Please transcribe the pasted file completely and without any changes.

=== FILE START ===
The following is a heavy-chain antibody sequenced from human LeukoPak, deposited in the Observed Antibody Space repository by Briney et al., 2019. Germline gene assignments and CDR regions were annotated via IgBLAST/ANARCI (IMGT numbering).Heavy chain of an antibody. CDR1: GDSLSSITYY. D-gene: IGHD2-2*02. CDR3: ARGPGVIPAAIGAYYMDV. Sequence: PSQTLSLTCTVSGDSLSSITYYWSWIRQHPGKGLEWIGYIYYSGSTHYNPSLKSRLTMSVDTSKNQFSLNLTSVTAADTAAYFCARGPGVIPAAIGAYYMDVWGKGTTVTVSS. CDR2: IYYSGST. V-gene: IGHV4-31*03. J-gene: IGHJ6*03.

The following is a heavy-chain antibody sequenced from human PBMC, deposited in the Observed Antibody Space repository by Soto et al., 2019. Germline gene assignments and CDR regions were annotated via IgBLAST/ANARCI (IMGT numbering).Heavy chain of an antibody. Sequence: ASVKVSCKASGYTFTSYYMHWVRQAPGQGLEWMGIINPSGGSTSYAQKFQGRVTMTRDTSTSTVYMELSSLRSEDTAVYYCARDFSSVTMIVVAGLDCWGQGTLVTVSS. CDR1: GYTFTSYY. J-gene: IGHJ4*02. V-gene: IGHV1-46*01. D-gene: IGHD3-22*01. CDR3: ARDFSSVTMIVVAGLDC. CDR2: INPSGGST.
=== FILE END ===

The following is a heavy-chain antibody sequenced from human LeukoPak, deposited in the Observed Antibody Space repository by Briney et al., 2019. Germline gene assignments and CDR regions were annotated via IgBLAST/ANARCI (IMGT numbering).Heavy chain of an antibody. CDR1: GDSLSSITYY. D-gene: IGHD2-2*02. CDR3: ARGPGVIPAAIGAYYMDV. Sequence: PSQTLSLTCTVSGDSLSSITYYWSWIRQHPGKGLEWIGYIYYSGSTHYNPSLKSRLTMSVDTSKNQFSLNLTSVTAADTAAYFCARGPGVIPAAIGAYYMDVWGKGTTVTVSS. CDR2: IYYSGST. V-gene: IGHV4-31*03. J-gene: IGHJ6*03.

The following is a heavy-chain antibody sequenced from human PBMC, deposited in the Observed Antibody Space repository by Soto et al., 2019. Germline gene assignments and CDR regions were annotated via IgBLAST/ANARCI (IMGT numbering).Heavy chain of an antibody. Sequence: ASVKVSCKASGYTFTSYYMHWVRQAPGQGLEWMGIINPSGGSTSYAQKFQGRVTMTRDTSTSTVYMELSSLRSEDTAVYYCARDFSSVTMIVVAGLDCWGQGTLVTVSS. CDR1: GYTFTSYY. J-gene: IGHJ4*02. V-gene: IGHV1-46*01. D-gene: IGHD3-22*01. CDR3: ARDFSSVTMIVVAGLDC. CDR2: INPSGGST.